The lead researcher of the Duke University study admitted in an interview that they had originally planned to study fish oil but switched to flax seed after the male subjects complained they "were burping it up and saying they tasted fish" [source: Garvin].
Flax Seed and Prostate Cancer
One out of every six American men will develop prostate cancer, according to the American Cancer Society. And every year, about 27,000 men will die from it [source: Science Daily].
Because studies have shown a link between a lack of omega-3 and prostate cancer, some health experts believe taking flax seed oil can give men the essential fatty acids they need to prevent prostate inflammation and related problems of male impotence and infertility [source: Herb Wisdom]. But the studies on flax seed's effectiveness for treating prostate cancer have yielded conflicting results.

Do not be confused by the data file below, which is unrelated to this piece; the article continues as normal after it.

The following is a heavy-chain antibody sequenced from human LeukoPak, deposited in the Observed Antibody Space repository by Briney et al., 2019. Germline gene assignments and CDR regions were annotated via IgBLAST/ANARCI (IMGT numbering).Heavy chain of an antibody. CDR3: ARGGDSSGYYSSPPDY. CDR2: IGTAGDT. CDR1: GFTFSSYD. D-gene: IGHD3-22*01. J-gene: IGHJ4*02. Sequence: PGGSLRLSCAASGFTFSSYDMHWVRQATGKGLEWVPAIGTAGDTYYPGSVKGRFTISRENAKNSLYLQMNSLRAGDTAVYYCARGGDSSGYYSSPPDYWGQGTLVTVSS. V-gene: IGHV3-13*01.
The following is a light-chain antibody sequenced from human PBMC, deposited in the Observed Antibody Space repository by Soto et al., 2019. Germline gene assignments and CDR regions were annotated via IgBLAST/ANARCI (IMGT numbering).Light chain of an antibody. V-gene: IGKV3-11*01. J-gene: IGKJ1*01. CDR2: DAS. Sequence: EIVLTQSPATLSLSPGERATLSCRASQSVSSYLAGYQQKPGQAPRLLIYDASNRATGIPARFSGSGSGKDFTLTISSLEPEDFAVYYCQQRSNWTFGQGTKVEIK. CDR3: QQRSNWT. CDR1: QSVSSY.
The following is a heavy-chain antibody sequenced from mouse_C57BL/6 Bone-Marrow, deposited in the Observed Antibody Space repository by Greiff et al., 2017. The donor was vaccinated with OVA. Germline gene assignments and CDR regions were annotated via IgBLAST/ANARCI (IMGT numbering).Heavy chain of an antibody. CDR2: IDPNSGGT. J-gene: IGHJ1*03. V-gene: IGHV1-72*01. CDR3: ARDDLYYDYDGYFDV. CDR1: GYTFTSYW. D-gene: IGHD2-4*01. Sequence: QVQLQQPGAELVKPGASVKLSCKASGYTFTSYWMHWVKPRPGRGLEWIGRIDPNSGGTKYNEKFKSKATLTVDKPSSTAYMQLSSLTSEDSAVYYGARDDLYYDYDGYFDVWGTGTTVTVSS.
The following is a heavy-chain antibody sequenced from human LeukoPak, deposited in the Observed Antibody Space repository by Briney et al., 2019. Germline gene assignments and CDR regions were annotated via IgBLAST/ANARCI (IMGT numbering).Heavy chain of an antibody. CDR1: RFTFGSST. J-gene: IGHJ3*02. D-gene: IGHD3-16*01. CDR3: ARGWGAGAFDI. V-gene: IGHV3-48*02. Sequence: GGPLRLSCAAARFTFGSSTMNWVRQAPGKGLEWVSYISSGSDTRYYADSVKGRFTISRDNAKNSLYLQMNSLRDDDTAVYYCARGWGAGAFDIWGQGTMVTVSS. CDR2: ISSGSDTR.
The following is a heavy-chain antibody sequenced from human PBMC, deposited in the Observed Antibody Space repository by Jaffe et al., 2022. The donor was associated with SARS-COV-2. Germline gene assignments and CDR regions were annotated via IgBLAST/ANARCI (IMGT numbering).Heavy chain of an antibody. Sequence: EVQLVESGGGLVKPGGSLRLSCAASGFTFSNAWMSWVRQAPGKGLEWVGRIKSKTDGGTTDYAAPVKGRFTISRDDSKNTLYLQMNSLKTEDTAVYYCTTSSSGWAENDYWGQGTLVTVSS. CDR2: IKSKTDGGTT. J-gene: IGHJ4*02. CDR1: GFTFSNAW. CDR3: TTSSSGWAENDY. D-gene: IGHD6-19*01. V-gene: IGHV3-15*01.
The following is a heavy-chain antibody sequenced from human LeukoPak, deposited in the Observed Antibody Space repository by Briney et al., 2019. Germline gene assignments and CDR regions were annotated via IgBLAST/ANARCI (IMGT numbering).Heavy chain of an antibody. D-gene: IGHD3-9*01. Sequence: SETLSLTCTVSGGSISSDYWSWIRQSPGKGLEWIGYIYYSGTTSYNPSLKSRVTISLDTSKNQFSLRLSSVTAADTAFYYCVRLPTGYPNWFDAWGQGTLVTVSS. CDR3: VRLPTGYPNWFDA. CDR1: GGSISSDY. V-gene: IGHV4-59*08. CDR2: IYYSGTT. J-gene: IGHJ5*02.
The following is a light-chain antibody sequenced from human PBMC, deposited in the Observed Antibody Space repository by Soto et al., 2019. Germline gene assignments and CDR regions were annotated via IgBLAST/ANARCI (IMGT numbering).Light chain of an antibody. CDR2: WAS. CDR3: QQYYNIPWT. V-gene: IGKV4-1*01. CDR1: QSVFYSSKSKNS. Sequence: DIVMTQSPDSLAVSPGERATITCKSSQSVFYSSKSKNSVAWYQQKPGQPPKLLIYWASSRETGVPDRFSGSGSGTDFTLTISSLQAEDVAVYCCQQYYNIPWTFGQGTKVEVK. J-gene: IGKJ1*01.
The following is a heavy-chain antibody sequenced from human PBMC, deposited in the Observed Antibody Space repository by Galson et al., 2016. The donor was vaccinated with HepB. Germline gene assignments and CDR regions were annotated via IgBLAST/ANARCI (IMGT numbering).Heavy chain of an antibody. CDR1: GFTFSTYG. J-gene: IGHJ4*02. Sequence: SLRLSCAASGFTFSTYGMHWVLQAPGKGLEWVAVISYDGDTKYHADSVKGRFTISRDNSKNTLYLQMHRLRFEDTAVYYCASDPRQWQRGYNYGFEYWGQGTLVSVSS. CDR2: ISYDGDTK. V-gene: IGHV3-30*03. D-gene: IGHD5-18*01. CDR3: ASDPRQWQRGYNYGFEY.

In one study at Duke University, a sample of men already diagnosed with prostate cancer who were scheduled to have their prostates removed were given three tablespoons of flax meal a day for a month prior to surgery. The control group didn't receive any. The study found the group taking flax had lower rates of cell division, and higher rates of cancer cell death [source: Schardt].
But a larger study at the National Cancer Institute found that high levels of omega-3 might actually advance prostate cancer. In that study, researchers analyzed the diets of 48,000 men over 14 years, including 3,000 who developed prostate cancer. Those who had the highest levels of ALA in their diets were also those with the most advanced cases of prostate cancer [source: Thompson]. Other studies have reached the same conclusion that ALA stimulates growth of prostate cancer cells [source: Erasmus].
But some experts note that ALA -- not flax seed -- was singled out as the culprit in these studies. They dispute the results, saying that tests involving isolated fatty acids in the lab don't always reflect how our bodies react when the fatty acids are eaten in whole foods that contain thousands of other nutrients. [source: Erasmus].
For now, the debate continues. But read on to find out what researchers do agree on -- flax seed and skin care.